Flank steak is one of my favourite cuts of beef for the barbecue because it has great flavour and is extremely tender when cut and prepared properly.
Beef flank steak is a long and flat cut of meat from the abdominal muscles of the cow. It is significantly tougher than other cuts of meat as it comes from a strong wellexercised part of the cow. The direction of the grain of the meat is prominently visible, especially in the raw form. Moist heat techniques, such as braising, will be successful in making the meat tender, but it can also be simply grilled to a rare/mediumrare/medium doneness, then sliced thinly across the grain, and still be very tender.
I have witnessed many chefs on TV state that one must marinate a flank steak before grilling in order for it to be tender.
This is not true. Although marinating is fine to do with a flank steak, it is an optional step, not a requirement. The acid in a marinade will break down the connective tissue over time, but I have barbecued so many flank steaks that have been melt-in-yourmouth tender, with no marinating whatsoever.
The secret is to make sure you don't overcook the steak and then slice it thinly in the opposite direction of how the grain of the meat is running (across the grain).
My preferred way of preparing flank steak is to first coat it with a spice rub, grill it to the desired doneness, let it rest for a few minutes, slice it very thinly across the grain, and then drizzle it with garlic butter. When slic-ing it thinly, I also make sure I slice it on an angle, approximately 45 degrees. Flank steak is a very thin cut of meat, and slicing it on a 45-degree angle will make more elongated slices.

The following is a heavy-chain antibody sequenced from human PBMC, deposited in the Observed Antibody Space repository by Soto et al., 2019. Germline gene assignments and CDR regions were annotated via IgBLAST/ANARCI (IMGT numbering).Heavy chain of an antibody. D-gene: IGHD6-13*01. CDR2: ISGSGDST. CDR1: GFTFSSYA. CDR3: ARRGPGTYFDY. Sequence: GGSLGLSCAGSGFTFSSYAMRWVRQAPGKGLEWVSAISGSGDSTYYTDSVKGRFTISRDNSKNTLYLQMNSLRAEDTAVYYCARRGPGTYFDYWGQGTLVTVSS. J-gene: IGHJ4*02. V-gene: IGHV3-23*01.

Letting it rest after cooking will help the steak to retain more of its juices. I let a flank steak rest for at least five minutes.
I have also seen chefs on TV take a knife and "score" the flank steak before going into their marinade - in my opinion, this is incorrect as well.
This goes against one of the golden rules of grilling meats: Never pierce your meat. If you pierce your meat (by jabbing a fork into it for flipping, or cutting into it), then valuable juices will be lost.
And always use tongs to flip your steak, not a fork.
Visit Chef Dez at www. chefdez.com. Send your food/ cooking questions to dez@ chefdez.com or PO Box 2674, Abbotsford, B.C., V2T 6R4.